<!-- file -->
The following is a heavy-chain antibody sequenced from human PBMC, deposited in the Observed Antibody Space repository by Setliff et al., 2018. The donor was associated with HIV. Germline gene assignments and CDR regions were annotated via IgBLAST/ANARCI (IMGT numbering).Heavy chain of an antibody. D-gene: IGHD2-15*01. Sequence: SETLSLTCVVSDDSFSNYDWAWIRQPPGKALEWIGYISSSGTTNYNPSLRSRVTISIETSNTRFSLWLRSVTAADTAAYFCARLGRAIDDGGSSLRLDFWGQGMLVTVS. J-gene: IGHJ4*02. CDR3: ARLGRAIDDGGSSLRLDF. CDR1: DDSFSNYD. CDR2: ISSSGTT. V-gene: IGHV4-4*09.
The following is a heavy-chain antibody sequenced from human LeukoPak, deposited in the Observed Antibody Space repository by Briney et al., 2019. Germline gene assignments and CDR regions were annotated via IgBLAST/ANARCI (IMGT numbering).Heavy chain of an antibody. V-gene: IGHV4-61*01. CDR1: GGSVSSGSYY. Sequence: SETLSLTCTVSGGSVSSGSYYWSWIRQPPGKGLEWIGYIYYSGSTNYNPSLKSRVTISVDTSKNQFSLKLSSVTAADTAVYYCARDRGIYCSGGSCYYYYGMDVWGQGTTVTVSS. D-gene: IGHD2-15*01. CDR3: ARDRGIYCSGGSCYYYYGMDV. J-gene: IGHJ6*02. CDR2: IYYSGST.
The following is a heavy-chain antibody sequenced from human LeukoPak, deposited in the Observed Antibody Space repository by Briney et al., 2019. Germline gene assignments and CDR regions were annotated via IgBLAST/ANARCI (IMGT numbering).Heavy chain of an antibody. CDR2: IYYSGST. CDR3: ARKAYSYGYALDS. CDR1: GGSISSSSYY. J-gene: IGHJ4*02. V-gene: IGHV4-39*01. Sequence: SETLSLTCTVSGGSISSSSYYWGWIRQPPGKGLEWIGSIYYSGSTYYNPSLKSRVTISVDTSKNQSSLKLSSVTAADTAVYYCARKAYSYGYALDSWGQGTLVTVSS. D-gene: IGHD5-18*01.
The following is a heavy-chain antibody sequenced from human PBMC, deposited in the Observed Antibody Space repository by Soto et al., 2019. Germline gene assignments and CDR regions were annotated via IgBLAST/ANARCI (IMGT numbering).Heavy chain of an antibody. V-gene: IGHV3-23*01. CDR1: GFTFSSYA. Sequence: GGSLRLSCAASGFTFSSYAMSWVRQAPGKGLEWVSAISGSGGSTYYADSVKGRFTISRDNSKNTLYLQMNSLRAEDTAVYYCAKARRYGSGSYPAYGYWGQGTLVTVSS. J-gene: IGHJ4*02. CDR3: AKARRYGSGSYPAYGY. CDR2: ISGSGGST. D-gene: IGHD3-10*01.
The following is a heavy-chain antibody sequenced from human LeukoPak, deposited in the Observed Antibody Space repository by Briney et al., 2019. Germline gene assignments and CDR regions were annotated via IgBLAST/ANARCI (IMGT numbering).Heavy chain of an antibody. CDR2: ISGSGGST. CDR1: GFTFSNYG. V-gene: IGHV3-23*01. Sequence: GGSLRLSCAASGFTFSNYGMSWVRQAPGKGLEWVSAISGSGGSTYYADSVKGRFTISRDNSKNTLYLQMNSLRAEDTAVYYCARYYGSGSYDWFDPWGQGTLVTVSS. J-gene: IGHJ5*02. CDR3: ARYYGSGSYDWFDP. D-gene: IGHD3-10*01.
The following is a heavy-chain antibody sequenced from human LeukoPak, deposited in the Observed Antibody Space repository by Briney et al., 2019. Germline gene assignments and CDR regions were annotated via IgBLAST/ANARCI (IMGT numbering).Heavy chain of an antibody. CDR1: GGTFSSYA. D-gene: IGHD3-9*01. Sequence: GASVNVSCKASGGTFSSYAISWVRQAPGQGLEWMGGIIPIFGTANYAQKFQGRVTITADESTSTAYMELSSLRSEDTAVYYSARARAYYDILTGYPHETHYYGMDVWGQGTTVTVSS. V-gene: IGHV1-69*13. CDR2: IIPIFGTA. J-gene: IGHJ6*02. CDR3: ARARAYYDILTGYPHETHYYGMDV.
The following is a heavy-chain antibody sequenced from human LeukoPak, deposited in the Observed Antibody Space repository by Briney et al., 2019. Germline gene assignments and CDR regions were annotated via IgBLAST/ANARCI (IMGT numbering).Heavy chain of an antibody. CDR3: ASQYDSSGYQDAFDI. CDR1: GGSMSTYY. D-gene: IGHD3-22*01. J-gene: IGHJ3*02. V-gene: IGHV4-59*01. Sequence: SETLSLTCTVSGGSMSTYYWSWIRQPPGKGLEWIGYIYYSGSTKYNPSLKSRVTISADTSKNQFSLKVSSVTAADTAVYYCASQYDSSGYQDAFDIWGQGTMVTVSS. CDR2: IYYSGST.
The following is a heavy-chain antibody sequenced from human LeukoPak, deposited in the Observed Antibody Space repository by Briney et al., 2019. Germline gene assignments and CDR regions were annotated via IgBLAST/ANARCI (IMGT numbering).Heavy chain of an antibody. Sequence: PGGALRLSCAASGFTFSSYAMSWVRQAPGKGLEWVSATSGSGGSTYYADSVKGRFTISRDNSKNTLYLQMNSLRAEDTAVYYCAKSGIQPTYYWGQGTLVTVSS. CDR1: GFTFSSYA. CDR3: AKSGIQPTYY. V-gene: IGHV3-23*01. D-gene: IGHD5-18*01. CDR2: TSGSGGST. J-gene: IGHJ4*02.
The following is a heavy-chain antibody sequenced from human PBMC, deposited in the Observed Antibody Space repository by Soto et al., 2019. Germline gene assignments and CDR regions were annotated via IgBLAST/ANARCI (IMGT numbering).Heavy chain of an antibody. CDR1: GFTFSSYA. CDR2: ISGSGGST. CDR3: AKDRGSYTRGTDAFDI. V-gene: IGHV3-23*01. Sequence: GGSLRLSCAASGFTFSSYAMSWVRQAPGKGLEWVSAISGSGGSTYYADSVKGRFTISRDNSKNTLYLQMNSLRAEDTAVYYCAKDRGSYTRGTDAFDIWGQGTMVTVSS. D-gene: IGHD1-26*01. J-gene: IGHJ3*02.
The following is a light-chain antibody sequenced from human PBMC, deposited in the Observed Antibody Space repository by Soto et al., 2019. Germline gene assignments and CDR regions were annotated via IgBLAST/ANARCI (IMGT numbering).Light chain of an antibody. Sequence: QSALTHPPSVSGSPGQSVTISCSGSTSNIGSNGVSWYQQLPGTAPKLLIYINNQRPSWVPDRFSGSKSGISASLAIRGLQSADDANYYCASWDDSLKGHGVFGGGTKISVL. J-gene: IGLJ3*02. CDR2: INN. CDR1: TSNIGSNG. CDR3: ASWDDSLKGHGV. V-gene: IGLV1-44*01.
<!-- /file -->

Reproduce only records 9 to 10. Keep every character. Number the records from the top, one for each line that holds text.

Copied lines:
The following is a heavy-chain antibody sequenced from human PBMC, deposited in the Observed Antibody Space repository by Soto et al., 2019. Germline gene assignments and CDR regions were annotated via IgBLAST/ANARCI (IMGT numbering).Heavy chain of an antibody. CDR1: GFTFSSYA. CDR2: ISGSGGST. CDR3: AKDRGSYTRGTDAFDI. V-gene: IGHV3-23*01. Sequence: GGSLRLSCAASGFTFSSYAMSWVRQAPGKGLEWVSAISGSGGSTYYADSVKGRFTISRDNSKNTLYLQMNSLRAEDTAVYYCAKDRGSYTRGTDAFDIWGQGTMVTVSS. D-gene: IGHD1-26*01. J-gene: IGHJ3*02.
The following is a light-chain antibody sequenced from human PBMC, deposited in the Observed Antibody Space repository by Soto et al., 2019. Germline gene assignments and CDR regions were annotated via IgBLAST/ANARCI (IMGT numbering).Light chain of an antibody. Sequence: QSALTHPPSVSGSPGQSVTISCSGSTSNIGSNGVSWYQQLPGTAPKLLIYINNQRPSWVPDRFSGSKSGISASLAIRGLQSADDANYYCASWDDSLKGHGVFGGGTKISVL. J-gene: IGLJ3*02. CDR2: INN. CDR1: TSNIGSNG. CDR3: ASWDDSLKGHGV. V-gene: IGLV1-44*01.